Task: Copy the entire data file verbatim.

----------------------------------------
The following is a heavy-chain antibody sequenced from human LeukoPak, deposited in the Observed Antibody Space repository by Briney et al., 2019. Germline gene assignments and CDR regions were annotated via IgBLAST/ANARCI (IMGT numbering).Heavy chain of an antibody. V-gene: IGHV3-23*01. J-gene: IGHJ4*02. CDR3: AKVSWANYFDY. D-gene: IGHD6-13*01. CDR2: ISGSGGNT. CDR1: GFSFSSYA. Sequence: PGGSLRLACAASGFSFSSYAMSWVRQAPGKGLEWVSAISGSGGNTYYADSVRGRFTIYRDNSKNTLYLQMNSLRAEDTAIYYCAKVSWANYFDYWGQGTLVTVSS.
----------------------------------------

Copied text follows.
The following is a heavy-chain antibody sequenced from human LeukoPak, deposited in the Observed Antibody Space repository by Briney et al., 2019. Germline gene assignments and CDR regions were annotated via IgBLAST/ANARCI (IMGT numbering).Heavy chain of an antibody. V-gene: IGHV3-23*01. J-gene: IGHJ4*02. CDR3: AKVSWANYFDY. D-gene: IGHD6-13*01. CDR2: ISGSGGNT. CDR1: GFSFSSYA. Sequence: PGGSLRLACAASGFSFSSYAMSWVRQAPGKGLEWVSAISGSGGNTYYADSVRGRFTIYRDNSKNTLYLQMNSLRAEDTAIYYCAKVSWANYFDYWGQGTLVTVSS.